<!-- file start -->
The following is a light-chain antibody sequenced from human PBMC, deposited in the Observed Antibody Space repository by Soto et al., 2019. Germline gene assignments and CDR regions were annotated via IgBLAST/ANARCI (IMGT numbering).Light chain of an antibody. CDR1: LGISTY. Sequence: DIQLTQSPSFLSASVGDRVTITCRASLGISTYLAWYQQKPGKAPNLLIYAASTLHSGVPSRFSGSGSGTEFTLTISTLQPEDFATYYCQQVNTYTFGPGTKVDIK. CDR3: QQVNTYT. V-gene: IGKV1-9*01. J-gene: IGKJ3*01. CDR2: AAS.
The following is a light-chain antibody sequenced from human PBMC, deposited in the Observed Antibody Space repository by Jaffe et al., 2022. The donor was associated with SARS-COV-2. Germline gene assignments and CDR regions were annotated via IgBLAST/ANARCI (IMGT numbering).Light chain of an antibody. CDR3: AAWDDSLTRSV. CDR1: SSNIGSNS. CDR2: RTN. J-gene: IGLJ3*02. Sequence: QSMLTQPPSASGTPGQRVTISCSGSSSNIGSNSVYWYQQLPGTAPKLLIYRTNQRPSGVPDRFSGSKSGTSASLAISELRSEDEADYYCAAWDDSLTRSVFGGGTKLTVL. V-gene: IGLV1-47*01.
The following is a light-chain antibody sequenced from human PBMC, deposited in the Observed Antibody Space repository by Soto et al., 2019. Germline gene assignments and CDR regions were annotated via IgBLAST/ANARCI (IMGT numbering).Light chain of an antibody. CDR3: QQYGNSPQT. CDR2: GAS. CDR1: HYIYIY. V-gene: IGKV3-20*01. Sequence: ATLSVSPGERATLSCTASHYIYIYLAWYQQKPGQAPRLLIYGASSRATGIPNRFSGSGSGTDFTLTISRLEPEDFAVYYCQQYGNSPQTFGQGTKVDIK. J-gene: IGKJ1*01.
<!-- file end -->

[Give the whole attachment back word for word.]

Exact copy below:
The following is a light-chain antibody sequenced from human PBMC, deposited in the Observed Antibody Space repository by Soto et al., 2019. Germline gene assignments and CDR regions were annotated via IgBLAST/ANARCI (IMGT numbering).Light chain of an antibody. CDR1: LGISTY. Sequence: DIQLTQSPSFLSASVGDRVTITCRASLGISTYLAWYQQKPGKAPNLLIYAASTLHSGVPSRFSGSGSGTEFTLTISTLQPEDFATYYCQQVNTYTFGPGTKVDIK. CDR3: QQVNTYT. V-gene: IGKV1-9*01. J-gene: IGKJ3*01. CDR2: AAS.
The following is a light-chain antibody sequenced from human PBMC, deposited in the Observed Antibody Space repository by Jaffe et al., 2022. The donor was associated with SARS-COV-2. Germline gene assignments and CDR regions were annotated via IgBLAST/ANARCI (IMGT numbering).Light chain of an antibody. CDR3: AAWDDSLTRSV. CDR1: SSNIGSNS. CDR2: RTN. J-gene: IGLJ3*02. Sequence: QSMLTQPPSASGTPGQRVTISCSGSSSNIGSNSVYWYQQLPGTAPKLLIYRTNQRPSGVPDRFSGSKSGTSASLAISELRSEDEADYYCAAWDDSLTRSVFGGGTKLTVL. V-gene: IGLV1-47*01.
The following is a light-chain antibody sequenced from human PBMC, deposited in the Observed Antibody Space repository by Soto et al., 2019. Germline gene assignments and CDR regions were annotated via IgBLAST/ANARCI (IMGT numbering).Light chain of an antibody. CDR3: QQYGNSPQT. CDR2: GAS. CDR1: HYIYIY. V-gene: IGKV3-20*01. Sequence: ATLSVSPGERATLSCTASHYIYIYLAWYQQKPGQAPRLLIYGASSRATGIPNRFSGSGSGTDFTLTISRLEPEDFAVYYCQQYGNSPQTFGQGTKVDIK. J-gene: IGKJ1*01.